Little Lou celebrated the big 0-1 two days ago, so I just finished the scramble for one-year-old gift ideas and it’s fresh in my head. Little Lou is my second, so I feel like I have some perspective on what kids this age will actually play with, and since S. and I both have January babes, I’ll let you in on a well-tested method we’ve both employed for combating gift-o-palooza: The Secret Toy Closet.
Several months ago, my husband and I attended a workshop about bringing Montessori methods into the home. We went in not knowing a thing about Montessori...other than there seems to be quite a buzz about it among parents. (Montessori or no? Are you Waldorf? Play-based?) I'm the silly girl that still thought pre-school started at age 4. Oops. In...
Mostly because my clothes don’t fit properly. Which is because I am pregnant. I get that, but it is still a tough pill to swallow some days. Before I became pregnant, I heard stories about women who never needed to shop in the dreaded maternity section. I saw pictures of the freak-of-nature Heidi Klum and other celebrity mamas who are dressed by professionals and photographed only from certain angles. And I had this fantasy that my baby bump would be just that, an adorable basketball on the front of my body that had no adverse effects on anywhere else. I was misinformed.
M and I were recently interviewed by the Denver Post about how to keep the little ones entertained (but safe) at home. You can read the full article here. My contribution to the article centered on the transformation my balcony goes through each summer...I've spent the last two years trying to find items that look cool, and are also portable, washable and store-able. Lastly, I want to be able to quickly transform the space from a day-use play space, to a night-use dinner space. Here's what I've found:
As soon as you announce your pregnancy to your loved ones and the world, hot of on the heels of joyful congratulations comes unsolicited advice. Enough of my friends are now mothers that this onslaught of information was not completely unexpected. I realize that within people's love for us and excitement for the changes coming in our lives comes their natural urge to help in some way. And sharing stories, tips, warnings and encouragement is one way of providing that help before the baby arrives, when there isn't much tangible to do. I am a firm believer in the wisdom than can come with experience, so I have taken many of these offerings to heart. I'm no fool.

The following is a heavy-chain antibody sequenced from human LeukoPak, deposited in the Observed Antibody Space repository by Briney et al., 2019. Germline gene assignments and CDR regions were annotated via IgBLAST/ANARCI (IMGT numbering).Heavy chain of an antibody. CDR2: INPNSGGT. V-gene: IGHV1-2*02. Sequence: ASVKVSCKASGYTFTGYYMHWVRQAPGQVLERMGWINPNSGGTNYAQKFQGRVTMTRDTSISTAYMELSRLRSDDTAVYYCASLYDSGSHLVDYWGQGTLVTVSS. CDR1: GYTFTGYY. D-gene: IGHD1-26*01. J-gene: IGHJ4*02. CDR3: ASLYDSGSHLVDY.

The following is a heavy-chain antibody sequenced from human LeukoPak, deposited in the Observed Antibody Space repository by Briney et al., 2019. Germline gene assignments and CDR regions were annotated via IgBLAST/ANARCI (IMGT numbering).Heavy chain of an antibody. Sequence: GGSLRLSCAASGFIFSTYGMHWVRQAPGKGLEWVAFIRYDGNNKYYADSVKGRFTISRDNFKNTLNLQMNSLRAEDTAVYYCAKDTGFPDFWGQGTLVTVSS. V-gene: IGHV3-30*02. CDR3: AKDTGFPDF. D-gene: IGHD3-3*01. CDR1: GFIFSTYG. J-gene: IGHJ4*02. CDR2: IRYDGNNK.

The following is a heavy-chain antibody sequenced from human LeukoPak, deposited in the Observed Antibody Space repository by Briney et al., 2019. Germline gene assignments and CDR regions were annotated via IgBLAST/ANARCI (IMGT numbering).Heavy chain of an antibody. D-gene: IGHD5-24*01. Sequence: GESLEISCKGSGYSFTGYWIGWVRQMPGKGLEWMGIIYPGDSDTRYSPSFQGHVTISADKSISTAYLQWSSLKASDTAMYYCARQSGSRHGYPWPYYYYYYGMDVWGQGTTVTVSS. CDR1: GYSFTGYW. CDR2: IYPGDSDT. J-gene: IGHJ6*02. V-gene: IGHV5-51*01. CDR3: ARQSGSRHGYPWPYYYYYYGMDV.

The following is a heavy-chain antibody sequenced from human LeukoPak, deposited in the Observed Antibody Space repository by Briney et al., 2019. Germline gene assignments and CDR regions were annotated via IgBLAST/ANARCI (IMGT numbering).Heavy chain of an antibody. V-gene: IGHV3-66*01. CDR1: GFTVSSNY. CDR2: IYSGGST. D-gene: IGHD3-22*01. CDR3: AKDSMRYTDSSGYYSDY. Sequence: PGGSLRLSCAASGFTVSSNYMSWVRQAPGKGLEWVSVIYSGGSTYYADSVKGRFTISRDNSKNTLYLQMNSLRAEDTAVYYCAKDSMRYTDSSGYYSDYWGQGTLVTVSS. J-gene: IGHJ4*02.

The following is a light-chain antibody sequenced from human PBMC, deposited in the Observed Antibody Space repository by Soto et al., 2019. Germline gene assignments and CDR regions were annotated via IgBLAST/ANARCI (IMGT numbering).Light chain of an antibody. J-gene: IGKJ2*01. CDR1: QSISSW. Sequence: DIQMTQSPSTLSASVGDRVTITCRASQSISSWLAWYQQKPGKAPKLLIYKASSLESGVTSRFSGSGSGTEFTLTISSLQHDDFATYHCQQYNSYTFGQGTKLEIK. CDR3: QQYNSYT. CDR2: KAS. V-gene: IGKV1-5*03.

I was reading a back issue of the "Grandma Says" newsletter (published by the Growing Child folks - read more about how much I love them here)...and I came across this poem, published in 1972. Apparently, this poem used to be posted everywhere: schools, doctor's offices, daycares, etc. Ask your mom about it - I'll bet she recognizes it. (mine did!) If ever there were words for parents to live by, this is it.
Reading: Growing Child Newsletters – Inspiring yet Practical Advice for Parents (based on your child’s age)Shana -
...this is simply a newsletter that started in 1971, and will, very patiently, explain to us newbie mums why manners are still important (hint: it's all about "caring and consideration"), and what you can and cannot expect from your 2-year-5-month-old in terms of manners. This is a newsletter that teaches parents specific language and behaviors to make us more effective parents (Say, "Hitting hurts Peter" rather than "Don't Hit"). This is a newsletter that encourages parents to focus on what's important: helping your child develop courage and independence, empathy, imagination.
At a ladies night out recently, we lighted on the topic of accidental abandonment. People whose babies crawl out of the house and into the road to the amazement of stunned school bus drivers, who forget their children at gas stations, at daycare, at stores, or worse, in the car. Of the six women present, there was a split between those of us who could understand how these things may happen and those who just couldn’t. That is, until one pointed out that all of these circumstances seem to arise from the anecdotally well-documented affliction of mom brain--being too harried and too tired--plus, the kicker, deviating from routine. Somberly, heads nodding with the heaviness of being up past 10 PM, a bit too much Sangria, and with an eye to hedging our bets with fate, we all agreed it could certainly happen to anyone. I’m glad to say I was on the side of understanding from the get-go, because after today, I’d have to eat my hat.
Each summer, I begin a quest that ultimately leaves me frustrated and my lips dry: the quest for a lip gloss with SPF. Yes, you can find lipsticks with SPF, or chapstick types with SPF. But gloss? Good luck. However, this summer, spurred on by the EWG's latest sunscreen report (and the fact that I'm pregnant), I started my quest up again. This time, I think I've found a near-perfect combo...
My mother hates it when I use the word "pissed". But sometimes it's the only word for the job. And after reading through the EWG's 2010 report on sunscreen, I was pissed. According to the EWG's latest study, the vast majority of sunscreens on the market are at best ineffective, and at worst, harmful. In fact, the EWG only recommended 8% of the sunscreens they studied. And the worst of the bunch? Yup - sunscreens marketed for use on babies and children. For shame.